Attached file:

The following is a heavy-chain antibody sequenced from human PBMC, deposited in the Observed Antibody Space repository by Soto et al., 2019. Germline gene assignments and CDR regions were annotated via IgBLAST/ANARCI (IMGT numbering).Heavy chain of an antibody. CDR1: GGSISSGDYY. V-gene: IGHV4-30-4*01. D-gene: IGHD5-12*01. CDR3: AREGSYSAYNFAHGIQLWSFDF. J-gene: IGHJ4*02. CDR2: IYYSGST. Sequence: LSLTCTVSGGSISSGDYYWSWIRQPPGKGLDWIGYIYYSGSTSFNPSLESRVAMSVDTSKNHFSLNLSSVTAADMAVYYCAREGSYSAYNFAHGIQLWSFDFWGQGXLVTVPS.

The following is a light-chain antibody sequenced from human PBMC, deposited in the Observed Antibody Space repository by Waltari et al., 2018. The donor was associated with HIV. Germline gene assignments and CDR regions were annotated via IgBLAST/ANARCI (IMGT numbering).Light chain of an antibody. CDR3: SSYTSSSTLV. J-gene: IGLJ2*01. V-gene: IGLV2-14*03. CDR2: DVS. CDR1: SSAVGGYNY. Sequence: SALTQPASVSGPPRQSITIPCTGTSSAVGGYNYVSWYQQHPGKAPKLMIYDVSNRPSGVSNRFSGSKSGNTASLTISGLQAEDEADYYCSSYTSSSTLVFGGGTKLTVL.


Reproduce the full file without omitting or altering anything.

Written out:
The following is a heavy-chain antibody sequenced from human PBMC, deposited in the Observed Antibody Space repository by Soto et al., 2019. Germline gene assignments and CDR regions were annotated via IgBLAST/ANARCI (IMGT numbering).Heavy chain of an antibody. CDR1: GGSISSGDYY. V-gene: IGHV4-30-4*01. D-gene: IGHD5-12*01. CDR3: AREGSYSAYNFAHGIQLWSFDF. J-gene: IGHJ4*02. CDR2: IYYSGST. Sequence: LSLTCTVSGGSISSGDYYWSWIRQPPGKGLDWIGYIYYSGSTSFNPSLESRVAMSVDTSKNHFSLNLSSVTAADMAVYYCAREGSYSAYNFAHGIQLWSFDFWGQGXLVTVPS.

The following is a light-chain antibody sequenced from human PBMC, deposited in the Observed Antibody Space repository by Waltari et al., 2018. The donor was associated with HIV. Germline gene assignments and CDR regions were annotated via IgBLAST/ANARCI (IMGT numbering).Light chain of an antibody. CDR3: SSYTSSSTLV. J-gene: IGLJ2*01. V-gene: IGLV2-14*03. CDR2: DVS. CDR1: SSAVGGYNY. Sequence: SALTQPASVSGPPRQSITIPCTGTSSAVGGYNYVSWYQQHPGKAPKLMIYDVSNRPSGVSNRFSGSKSGNTASLTISGLQAEDEADYYCSSYTSSSTLVFGGGTKLTVL.